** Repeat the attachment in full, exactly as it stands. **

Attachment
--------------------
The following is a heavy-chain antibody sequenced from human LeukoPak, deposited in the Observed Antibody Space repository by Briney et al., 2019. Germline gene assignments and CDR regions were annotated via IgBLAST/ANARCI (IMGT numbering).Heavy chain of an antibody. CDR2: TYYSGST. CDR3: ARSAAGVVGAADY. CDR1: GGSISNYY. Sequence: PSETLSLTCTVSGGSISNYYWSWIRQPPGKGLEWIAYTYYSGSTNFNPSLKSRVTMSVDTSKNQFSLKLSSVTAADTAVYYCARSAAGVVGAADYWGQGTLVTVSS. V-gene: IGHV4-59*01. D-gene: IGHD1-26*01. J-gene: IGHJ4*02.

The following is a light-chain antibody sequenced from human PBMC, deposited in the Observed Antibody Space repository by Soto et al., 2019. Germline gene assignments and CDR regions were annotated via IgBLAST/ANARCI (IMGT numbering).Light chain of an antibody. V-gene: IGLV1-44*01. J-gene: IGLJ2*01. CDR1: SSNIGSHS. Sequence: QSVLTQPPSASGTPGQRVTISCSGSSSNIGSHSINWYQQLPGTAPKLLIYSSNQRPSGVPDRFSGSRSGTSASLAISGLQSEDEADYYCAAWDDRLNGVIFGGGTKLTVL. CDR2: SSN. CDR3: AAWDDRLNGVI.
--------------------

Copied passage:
The following is a heavy-chain antibody sequenced from human LeukoPak, deposited in the Observed Antibody Space repository by Briney et al., 2019. Germline gene assignments and CDR regions were annotated via IgBLAST/ANARCI (IMGT numbering).Heavy chain of an antibody. CDR2: TYYSGST. CDR3: ARSAAGVVGAADY. CDR1: GGSISNYY. Sequence: PSETLSLTCTVSGGSISNYYWSWIRQPPGKGLEWIAYTYYSGSTNFNPSLKSRVTMSVDTSKNQFSLKLSSVTAADTAVYYCARSAAGVVGAADYWGQGTLVTVSS. V-gene: IGHV4-59*01. D-gene: IGHD1-26*01. J-gene: IGHJ4*02.

The following is a light-chain antibody sequenced from human PBMC, deposited in the Observed Antibody Space repository by Soto et al., 2019. Germline gene assignments and CDR regions were annotated via IgBLAST/ANARCI (IMGT numbering).Light chain of an antibody. V-gene: IGLV1-44*01. J-gene: IGLJ2*01. CDR1: SSNIGSHS. Sequence: QSVLTQPPSASGTPGQRVTISCSGSSSNIGSHSINWYQQLPGTAPKLLIYSSNQRPSGVPDRFSGSRSGTSASLAISGLQSEDEADYYCAAWDDRLNGVIFGGGTKLTVL. CDR2: SSN. CDR3: AAWDDRLNGVI.